The Chinese coastguard appears to have left the contested Scarborough Shoal in the South China Sea, according to Philippine officials.
“There is no sign of Chinese coastguard vessels in the area. While we do not have any official explanation for this, it sends a positive signal regarding relations,” Ernesto Abella, a spokesman for Philippine President Rodrigo Duterte was quoting as saying at the weekend by Agence France-Presse.
“This is a welcome development, especially for Filipino fisherfolk.”
Filipino fisherman spent three days near the shoal last week without being chased away by Chinese vessels.
A week earlier, Duterte stunned the world by announcing his “separation from the United States” — in military and economic terms — to form a new alliance with China and Russia.
Duterte requested the fishing concession during his trip to Beijing. It appears his shift to China is paying off.
Filipino fishermen have been denied access to Scarborough Shoal since China seized control of it in 2012.
Beijing was furious when an international tribunal ruled against Chinese maritime claims in the area this year.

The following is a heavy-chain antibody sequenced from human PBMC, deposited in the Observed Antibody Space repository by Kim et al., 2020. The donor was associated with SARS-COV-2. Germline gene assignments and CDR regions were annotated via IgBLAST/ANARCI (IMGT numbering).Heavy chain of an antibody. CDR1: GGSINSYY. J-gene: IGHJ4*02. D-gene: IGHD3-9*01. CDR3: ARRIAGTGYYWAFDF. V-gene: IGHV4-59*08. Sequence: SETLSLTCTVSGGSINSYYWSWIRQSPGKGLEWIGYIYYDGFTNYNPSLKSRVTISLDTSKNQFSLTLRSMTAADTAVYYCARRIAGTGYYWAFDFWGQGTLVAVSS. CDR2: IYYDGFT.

But the apparent fishing concession sends a message to the region that accepting China’s claims comes with rewards.
China appears to have convinced Duterte to move towards an “independent” foreign policy which in reality means greater Chinese influence over Manila and across the region.
Duterte may feel he can play China off against the US — using Beijing’s sweeteners to gain concessions from Washington and regional allies such as Japan, Singapore and South Korea.
The firebrand President is gambling with decades of complex alliances and treaties, although he offered hope of a backdown on Thursday when he announced Japan would remain a key maritime partner and joint military exercises could be possible.
But his opposition to US-Philippine military exercises and operations in Mindanao, in the south, raises a crucial question for Australia.
Last month Australian Secret Intelligence Service director-general Nick Warner warned of Islamic State affiliates in the southern Philippines. He said it was likely that Islamic State was seeking to establish a branch in the area.
We should step up and provide Australian defence advisers to The Philippines’ armed forces, although there’s no guarantee Duterte would accept the offer.
Malcolm Davis is senior analyst at the Australian Strategic Policy Institute. Anthony Bergin is senior research fellow at ANU’s National Security College and senior analyst at ASPI.